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[d@DCC] Letter to NDP critics: Keep eye on the future during Bush visit

From: Russell McOrmond <russell _-at-_>
To: "Angus, Charlie - M.P." <Angus.C (at)>, Masse.B (at), Julian.P (at), McDonough.A (at), Desjarlais.B (at)
Cc: General Copyright Discussions <discuss -_at_->
Date: Tue, 30 Nov 2004 10:43:17 -0500 (EST)


    Charlie Angus (Timmins--James Bay), 
    NDP critic: Agriculture, Canadian Heritage,

    Brian Masse (Windsor West), NDP critic: Industry, Science and 
    Technology, Auto Policy, Canada Border Services, Customs,

    Peter Julian (Burnaby--New Westminster), NDP critic: International
    Trade and Globalization, Persons with Disabilities, Treasury Board,

    Alexa McDonough (Halifax), NDP critic: Foreign Affairs, Post-Secondary

    Bev Desjarlais (Churchill), NDP critic: Crown Corporations,
    Transportation, Canadian Wheat Board, International Development,

  While many in the NDP will focus their attention the next few days on
the Bush visit, it is important that the party not focus all their
attention on missile defense.  There are other foreign and domestic policy
issues which need to be considered, and that touch on the areas that you
are critics for.

  Trade will be an important part of the discussion.  While I know that
this is politically incorrect to say, I hope you will ensure that the
government doesn't trade away our place in the new economy for a few cows
and some softwood.

  Along with arms the United States is also a net exporter of so-called
"intellectual property". This will be the next most important issue on
their agenda.  Canada has a large and growing trade deficit in
intangibles, largely monopoly rents from patents and copyrights being sent
to the United States. Canada must adopt more modern business models and
methodologies to reduce this trade deficit. Not surprisingly, this
modernization is being fiercely opposed by the United States.

    "In an October 15 speech, the Director of the U.S. Patent and
    Trademark Office (USPTO), Jonathan Dudas, vowed that the U.S.  
    government will `fight' proposals that aim to `fundamentally change
    the WIPO charter and philosophy' away from its current focus on the
    promotion of intellectual property." (link below)

  What the US is talking about is not a change in the charter for WIPO,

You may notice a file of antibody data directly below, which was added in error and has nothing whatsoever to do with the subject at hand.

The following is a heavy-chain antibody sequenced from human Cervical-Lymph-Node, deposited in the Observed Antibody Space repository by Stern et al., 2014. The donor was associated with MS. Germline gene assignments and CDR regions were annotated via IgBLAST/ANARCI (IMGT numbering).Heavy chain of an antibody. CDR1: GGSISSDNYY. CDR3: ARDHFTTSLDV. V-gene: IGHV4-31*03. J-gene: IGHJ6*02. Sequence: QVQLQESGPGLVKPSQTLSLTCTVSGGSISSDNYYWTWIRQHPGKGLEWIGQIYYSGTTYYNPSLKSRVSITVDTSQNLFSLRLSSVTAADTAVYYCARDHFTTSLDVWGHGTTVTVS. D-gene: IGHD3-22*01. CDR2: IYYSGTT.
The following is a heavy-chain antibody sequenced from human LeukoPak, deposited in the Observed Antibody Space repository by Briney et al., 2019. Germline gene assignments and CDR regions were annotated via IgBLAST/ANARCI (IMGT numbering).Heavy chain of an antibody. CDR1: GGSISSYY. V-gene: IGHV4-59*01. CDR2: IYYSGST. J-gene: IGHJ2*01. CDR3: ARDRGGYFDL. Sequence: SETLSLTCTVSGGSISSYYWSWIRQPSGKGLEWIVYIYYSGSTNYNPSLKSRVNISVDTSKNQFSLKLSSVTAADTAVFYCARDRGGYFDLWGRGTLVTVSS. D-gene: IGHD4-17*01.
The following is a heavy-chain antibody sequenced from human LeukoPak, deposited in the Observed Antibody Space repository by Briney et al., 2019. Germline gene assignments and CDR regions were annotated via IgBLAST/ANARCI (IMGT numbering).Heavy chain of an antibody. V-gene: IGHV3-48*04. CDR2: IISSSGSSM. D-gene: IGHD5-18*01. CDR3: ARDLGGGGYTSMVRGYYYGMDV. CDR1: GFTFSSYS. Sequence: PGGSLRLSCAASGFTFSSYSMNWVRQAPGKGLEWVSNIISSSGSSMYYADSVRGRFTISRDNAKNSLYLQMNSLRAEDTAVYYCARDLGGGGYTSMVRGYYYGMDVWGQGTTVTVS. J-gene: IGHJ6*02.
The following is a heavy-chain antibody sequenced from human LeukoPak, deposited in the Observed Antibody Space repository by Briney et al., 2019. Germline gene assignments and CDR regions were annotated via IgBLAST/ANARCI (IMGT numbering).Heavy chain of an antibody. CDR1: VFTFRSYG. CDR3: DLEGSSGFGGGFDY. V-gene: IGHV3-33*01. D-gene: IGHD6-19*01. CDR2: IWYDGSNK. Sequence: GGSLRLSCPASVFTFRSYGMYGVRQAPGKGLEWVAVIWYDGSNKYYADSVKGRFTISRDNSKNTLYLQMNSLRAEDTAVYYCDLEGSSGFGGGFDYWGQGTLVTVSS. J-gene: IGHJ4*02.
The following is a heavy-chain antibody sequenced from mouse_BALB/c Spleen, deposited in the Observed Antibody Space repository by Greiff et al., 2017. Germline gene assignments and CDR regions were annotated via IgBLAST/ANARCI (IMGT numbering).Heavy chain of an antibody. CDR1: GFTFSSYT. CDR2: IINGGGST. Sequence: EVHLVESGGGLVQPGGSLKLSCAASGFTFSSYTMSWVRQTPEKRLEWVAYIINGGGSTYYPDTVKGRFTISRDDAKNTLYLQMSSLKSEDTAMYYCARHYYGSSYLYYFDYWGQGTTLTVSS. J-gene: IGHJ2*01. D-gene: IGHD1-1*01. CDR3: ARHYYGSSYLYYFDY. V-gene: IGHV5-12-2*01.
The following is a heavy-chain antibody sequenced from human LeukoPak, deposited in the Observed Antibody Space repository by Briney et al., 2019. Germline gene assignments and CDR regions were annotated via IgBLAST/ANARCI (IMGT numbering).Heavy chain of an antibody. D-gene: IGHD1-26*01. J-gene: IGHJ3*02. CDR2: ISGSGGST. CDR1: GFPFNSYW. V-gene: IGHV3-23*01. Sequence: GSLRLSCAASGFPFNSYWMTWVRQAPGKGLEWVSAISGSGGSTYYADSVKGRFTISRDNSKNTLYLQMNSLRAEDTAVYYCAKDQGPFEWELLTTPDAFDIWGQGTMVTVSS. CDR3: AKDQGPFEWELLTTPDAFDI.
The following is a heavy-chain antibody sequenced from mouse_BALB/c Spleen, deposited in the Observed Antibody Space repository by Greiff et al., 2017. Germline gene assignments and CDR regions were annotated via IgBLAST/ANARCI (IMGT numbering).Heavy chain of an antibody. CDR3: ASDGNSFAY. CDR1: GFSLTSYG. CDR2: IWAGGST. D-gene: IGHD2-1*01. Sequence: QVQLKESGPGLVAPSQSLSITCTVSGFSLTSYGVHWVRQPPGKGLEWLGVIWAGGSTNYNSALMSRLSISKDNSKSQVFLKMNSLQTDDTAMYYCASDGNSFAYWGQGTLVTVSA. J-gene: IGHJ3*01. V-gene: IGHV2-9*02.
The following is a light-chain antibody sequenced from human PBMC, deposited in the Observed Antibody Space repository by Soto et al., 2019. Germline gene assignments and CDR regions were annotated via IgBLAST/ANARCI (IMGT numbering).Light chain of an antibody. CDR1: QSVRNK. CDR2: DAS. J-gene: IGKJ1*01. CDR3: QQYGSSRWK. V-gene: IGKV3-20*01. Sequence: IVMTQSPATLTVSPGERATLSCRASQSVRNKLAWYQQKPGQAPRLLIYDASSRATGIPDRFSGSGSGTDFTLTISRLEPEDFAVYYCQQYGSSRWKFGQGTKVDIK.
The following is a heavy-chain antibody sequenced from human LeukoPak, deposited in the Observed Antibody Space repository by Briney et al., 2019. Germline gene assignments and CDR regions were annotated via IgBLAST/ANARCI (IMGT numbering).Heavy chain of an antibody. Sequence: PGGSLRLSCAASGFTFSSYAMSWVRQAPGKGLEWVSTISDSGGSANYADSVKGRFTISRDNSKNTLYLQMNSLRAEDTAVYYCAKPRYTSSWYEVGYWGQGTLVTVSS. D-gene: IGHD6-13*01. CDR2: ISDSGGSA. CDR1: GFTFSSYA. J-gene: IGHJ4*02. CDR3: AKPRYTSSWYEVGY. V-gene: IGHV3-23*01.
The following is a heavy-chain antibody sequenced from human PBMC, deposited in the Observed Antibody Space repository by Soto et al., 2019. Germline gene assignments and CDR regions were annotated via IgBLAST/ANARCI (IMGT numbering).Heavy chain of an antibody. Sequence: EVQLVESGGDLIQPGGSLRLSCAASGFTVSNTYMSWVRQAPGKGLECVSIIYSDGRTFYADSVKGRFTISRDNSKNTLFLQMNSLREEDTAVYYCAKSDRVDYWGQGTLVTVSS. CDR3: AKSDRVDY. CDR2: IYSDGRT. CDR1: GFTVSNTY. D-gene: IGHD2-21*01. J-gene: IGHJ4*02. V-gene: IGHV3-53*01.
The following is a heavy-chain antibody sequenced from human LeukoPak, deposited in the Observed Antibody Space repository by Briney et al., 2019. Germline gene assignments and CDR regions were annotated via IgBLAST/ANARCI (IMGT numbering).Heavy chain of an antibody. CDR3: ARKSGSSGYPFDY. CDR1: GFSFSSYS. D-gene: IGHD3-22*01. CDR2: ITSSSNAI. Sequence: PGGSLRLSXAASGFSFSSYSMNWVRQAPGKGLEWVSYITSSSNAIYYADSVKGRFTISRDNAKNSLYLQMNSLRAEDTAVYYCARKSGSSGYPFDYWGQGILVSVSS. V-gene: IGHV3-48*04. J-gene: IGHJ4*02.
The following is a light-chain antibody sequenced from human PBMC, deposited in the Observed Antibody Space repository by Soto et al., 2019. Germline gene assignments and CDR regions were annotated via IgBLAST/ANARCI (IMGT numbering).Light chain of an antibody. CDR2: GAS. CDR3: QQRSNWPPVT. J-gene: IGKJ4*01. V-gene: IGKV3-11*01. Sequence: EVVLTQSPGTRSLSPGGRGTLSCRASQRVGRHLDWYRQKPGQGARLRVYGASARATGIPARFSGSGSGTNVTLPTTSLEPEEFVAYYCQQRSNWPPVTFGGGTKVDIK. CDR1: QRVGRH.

but a proposed change from the promotion of a single industrial-era
business model onto all creativity: have labour work to "manufacture"
knowledge which is then owned by "content industries" who sell it to the
public on a per-unit basis through use of monopoly rent seeking (royalty)
business models.  The change from promoting this outdated model is
necessary for WIPO to fulfill its charter in a changing world economy.  
This modernization is also important for the protection of the rights of
creators who should not be treated as only labour, and other citizens who
should not be treated as only consumers.

  I am a strong supporter of an alternative known as open collaborative
development models.  For software you can see this in Free/Libre and Open
Source Software (Mozilla Firefox browser, office suite,
Linux/BSD/Darwin operating systems).  For scientific research you can see
the movement for Open Access publishing of publicly funded research.  For
online distribution of works you need to become aware of the Creative
Commons movement.

  I would like to meet with each of you to discuss the opportunities and
the opposition.  Canada is at a crossroads:  It could join the "coalition
of the billing" which are those countries that bow to US pressure to
outsource their cultural and economic policy to foreign special economic
interest groups. Alternatively, Canada can adopt a modern way of looking
at development in the knowledge economy and become a world leader.

Thank you.

Russell McOrmond
305 Southcrest Private,
Ottawa, ON
K1V 2B7
Phone: (613) 733-5836


Feedback to StraightGoods: Re: Building a medical Wikipedia

Modernization of WIPO

U.S. vows to "fight" the Push for WIPO Reform 

Creative Commons   - US/International    - Canadian (New site in-development)

Digital Copyright Canada forum

 Russell McOrmond, Internet Consultant: <> 
 Code is Law: how software code regulates the activities of citizens,
 and acts similar to law.  How do we ensure transparency/accountability?
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